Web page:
Assorted links


LET'S FLY -- Indicates an order to be expedited. ("Let's fly on Table 12!")

This is gripping stuff. I don't know how the NYT ever got the clearance to introduce us noobs to the secret codes in the restaurant business.

And this is the first in a series? You're telling me there is MORE to come? Wow.

Pulitzer material, as always, from these people.

#2 -- instead of charging just for items of food or drink, why not also charge for time spent at one's table? That is, why not allow patrons to bid for tables?

With the "Free WiFi" they are paying us to occupy their tables.

I like the idea of a Kickstarter contribution to fund an author's research.

Today, we fund authorship and research with little public participation. it's called a foundation grant. From AEI, from the Koch Foundation, from Mercatus. From a small elite.

What if we had publicly funded, via Kickstarter, research grants to sponsor a book or author.

Would it be funding what we know will be produced, or will it be funding discovery?

Only now you wonder, Bill? But let alone the FDA, DoD, NSF you call out AEI, Koch, and Mercatus and neglect ACLU, SPLC, Brookings, et. al.? Are you trying to be a parody of yourself?


You would have insulted me if you had said I was being a parody of you.

Be that as it may, include Brookings, but I am unaware that the ACLU funds books or Southern Poverty Law.

How about Heritage and Cato?

2. The PBS documentary "The Ice Cream Show" showed the teenagers and college students who worked behind the ice cream counter talking about their codes: "check vanilla" meant a very attractive female had just walked into the shop. But they admitted that the code hid nothing, since they would all turn their heads and look whenever someone called check vanilla. And then the women working behind the counter came up with "check banana".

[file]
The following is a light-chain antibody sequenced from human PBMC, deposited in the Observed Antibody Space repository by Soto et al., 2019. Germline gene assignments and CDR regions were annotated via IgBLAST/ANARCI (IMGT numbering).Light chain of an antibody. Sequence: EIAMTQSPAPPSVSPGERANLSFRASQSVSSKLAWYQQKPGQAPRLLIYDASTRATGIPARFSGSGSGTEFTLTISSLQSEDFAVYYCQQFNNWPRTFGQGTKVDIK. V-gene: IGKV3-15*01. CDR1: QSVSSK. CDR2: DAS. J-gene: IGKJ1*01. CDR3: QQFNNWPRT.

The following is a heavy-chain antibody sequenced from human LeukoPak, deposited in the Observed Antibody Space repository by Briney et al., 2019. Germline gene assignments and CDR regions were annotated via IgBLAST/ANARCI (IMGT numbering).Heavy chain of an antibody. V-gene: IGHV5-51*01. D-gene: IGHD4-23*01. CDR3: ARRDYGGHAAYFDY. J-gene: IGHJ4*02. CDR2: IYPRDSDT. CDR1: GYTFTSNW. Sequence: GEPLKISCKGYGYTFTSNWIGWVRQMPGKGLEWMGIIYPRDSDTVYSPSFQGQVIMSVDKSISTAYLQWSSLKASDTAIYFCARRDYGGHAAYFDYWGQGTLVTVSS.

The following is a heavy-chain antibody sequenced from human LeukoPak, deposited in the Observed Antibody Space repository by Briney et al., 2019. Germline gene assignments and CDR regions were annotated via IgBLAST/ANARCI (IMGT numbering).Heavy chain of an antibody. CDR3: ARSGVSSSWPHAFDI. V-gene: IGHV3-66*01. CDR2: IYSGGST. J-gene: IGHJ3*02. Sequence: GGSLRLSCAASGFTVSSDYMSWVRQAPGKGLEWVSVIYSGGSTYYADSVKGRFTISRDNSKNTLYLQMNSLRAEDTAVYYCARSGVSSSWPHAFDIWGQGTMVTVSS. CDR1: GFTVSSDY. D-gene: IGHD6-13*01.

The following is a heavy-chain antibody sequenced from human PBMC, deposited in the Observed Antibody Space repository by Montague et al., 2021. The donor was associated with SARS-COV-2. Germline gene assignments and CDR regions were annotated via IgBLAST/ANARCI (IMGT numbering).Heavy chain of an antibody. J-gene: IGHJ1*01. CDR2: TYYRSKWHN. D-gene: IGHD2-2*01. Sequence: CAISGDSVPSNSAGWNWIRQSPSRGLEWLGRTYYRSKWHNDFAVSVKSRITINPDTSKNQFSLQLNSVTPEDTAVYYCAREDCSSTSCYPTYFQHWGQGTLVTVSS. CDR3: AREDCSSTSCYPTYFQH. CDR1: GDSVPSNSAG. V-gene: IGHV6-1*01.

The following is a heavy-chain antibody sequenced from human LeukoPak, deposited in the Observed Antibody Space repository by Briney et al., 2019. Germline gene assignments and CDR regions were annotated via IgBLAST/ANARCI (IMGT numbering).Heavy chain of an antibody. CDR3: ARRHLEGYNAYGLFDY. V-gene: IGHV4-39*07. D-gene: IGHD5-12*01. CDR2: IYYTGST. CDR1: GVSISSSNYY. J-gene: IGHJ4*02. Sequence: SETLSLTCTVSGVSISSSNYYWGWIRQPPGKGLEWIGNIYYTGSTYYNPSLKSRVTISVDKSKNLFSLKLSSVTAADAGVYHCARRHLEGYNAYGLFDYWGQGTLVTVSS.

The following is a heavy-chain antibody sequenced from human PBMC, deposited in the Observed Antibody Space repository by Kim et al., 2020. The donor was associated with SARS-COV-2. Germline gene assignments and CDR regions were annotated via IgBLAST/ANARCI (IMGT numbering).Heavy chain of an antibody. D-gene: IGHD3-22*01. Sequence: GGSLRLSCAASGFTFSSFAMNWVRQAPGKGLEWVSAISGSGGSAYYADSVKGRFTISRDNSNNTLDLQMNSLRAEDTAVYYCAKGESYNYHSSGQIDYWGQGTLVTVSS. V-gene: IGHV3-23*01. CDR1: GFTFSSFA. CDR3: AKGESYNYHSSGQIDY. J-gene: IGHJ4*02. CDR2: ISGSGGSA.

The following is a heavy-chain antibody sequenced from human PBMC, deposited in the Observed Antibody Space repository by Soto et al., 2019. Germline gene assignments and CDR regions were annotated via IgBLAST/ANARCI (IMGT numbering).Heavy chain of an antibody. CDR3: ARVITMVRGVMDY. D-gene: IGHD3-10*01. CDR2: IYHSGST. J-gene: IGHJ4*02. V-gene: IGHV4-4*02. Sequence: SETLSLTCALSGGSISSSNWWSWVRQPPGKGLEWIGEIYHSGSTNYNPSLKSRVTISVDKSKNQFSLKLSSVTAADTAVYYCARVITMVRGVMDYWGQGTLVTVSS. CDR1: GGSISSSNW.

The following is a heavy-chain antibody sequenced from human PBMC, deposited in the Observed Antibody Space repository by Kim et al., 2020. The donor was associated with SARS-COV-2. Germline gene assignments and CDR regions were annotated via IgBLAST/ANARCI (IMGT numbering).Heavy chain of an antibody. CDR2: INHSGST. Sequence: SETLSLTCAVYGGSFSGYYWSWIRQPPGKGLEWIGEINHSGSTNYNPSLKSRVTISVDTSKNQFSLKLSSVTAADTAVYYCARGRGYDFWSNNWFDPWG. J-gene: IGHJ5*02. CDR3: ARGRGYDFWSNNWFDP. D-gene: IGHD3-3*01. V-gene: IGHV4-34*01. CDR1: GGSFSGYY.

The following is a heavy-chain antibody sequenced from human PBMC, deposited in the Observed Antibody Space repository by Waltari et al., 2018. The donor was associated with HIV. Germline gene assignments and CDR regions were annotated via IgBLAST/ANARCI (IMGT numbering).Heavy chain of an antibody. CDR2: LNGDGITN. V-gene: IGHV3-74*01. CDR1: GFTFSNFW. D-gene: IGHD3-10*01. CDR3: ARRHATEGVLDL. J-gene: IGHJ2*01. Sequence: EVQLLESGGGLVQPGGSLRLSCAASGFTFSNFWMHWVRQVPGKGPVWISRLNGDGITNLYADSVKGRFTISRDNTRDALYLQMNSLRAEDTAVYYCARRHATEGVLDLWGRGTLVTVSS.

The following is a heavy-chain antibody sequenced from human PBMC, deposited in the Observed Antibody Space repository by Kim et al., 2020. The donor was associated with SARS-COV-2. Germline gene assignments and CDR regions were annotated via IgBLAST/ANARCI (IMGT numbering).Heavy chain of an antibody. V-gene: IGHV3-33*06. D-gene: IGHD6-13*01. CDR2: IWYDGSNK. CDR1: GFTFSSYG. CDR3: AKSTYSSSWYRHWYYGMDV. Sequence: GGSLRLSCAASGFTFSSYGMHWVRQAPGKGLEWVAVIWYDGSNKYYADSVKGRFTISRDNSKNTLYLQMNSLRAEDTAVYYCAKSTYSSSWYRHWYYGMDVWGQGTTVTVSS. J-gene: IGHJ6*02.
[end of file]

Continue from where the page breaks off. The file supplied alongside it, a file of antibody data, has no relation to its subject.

#4: I just realized filipinos don't speak spanish while puerto ricans do. Even tough puerto ricans are US citizens..........I can not elaborate an idea, just wondering about this situation

I suspected that #3 was going to be about Rakuten, as I interviewed for a software development position there several months ago. The whole experience was bizarre. In the US, the normal format for a software engineering interview is to have one or two technical phone screens. These consist of the interviewer asking some basic programming and computer science questions to make sure that the candidate is not grossly incompetent before taking the time to set up a full-day on-site interview and, for out-of-town candidates, paying for travel expenses.

Then there will be a full-day on-site interview, consisting of interviews with 3-5 engineers and often an HR representative. These mostly involve difficult technical questions, and a small amount of time will be devoted to assessing "culture fit," which is basically trying to determine whether the candidate is someone they'd like to have as a coworker. Then an offer is made, or not.